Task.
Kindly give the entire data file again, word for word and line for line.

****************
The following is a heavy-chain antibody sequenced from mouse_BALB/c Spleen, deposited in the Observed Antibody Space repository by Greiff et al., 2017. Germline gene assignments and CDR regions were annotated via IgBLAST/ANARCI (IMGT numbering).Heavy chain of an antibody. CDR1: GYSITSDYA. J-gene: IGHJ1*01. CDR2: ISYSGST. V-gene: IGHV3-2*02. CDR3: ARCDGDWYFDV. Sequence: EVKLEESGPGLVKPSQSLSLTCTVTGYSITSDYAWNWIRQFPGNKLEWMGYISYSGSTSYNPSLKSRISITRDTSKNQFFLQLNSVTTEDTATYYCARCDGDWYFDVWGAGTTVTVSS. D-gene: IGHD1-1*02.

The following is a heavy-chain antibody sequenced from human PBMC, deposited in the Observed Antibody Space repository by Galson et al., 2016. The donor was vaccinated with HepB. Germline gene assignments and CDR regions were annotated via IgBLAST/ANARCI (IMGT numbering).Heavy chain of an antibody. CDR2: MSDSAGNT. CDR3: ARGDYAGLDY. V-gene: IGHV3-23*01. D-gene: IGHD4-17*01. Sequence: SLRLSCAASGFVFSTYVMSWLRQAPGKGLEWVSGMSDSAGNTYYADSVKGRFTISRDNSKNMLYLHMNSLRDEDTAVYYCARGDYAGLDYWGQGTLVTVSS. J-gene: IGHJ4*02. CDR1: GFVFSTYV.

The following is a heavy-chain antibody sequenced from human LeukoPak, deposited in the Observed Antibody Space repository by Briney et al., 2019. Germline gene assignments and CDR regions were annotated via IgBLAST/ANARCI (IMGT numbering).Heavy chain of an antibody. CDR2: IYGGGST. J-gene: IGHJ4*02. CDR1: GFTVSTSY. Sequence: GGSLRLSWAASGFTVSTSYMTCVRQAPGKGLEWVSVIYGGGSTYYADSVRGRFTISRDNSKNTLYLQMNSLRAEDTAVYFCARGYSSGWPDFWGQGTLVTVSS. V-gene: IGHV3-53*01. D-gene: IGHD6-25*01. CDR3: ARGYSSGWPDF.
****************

The following is a heavy-chain antibody sequenced from mouse_BALB/c Spleen, deposited in the Observed Antibody Space repository by Greiff et al., 2017. Germline gene assignments and CDR regions were annotated via IgBLAST/ANARCI (IMGT numbering).Heavy chain of an antibody. CDR1: GYSITSDYA. J-gene: IGHJ1*01. CDR2: ISYSGST. V-gene: IGHV3-2*02. CDR3: ARCDGDWYFDV. Sequence: EVKLEESGPGLVKPSQSLSLTCTVTGYSITSDYAWNWIRQFPGNKLEWMGYISYSGSTSYNPSLKSRISITRDTSKNQFFLQLNSVTTEDTATYYCARCDGDWYFDVWGAGTTVTVSS. D-gene: IGHD1-1*02.

The following is a heavy-chain antibody sequenced from human PBMC, deposited in the Observed Antibody Space repository by Galson et al., 2016. The donor was vaccinated with HepB. Germline gene assignments and CDR regions were annotated via IgBLAST/ANARCI (IMGT numbering).Heavy chain of an antibody. CDR2: MSDSAGNT. CDR3: ARGDYAGLDY. V-gene: IGHV3-23*01. D-gene: IGHD4-17*01. Sequence: SLRLSCAASGFVFSTYVMSWLRQAPGKGLEWVSGMSDSAGNTYYADSVKGRFTISRDNSKNMLYLHMNSLRDEDTAVYYCARGDYAGLDYWGQGTLVTVSS. J-gene: IGHJ4*02. CDR1: GFVFSTYV.

The following is a heavy-chain antibody sequenced from human LeukoPak, deposited in the Observed Antibody Space repository by Briney et al., 2019. Germline gene assignments and CDR regions were annotated via IgBLAST/ANARCI (IMGT numbering).Heavy chain of an antibody. CDR2: IYGGGST. J-gene: IGHJ4*02. CDR1: GFTVSTSY. Sequence: GGSLRLSWAASGFTVSTSYMTCVRQAPGKGLEWVSVIYGGGSTYYADSVRGRFTISRDNSKNTLYLQMNSLRAEDTAVYFCARGYSSGWPDFWGQGTLVTVSS. V-gene: IGHV3-53*01. D-gene: IGHD6-25*01. CDR3: ARGYSSGWPDF.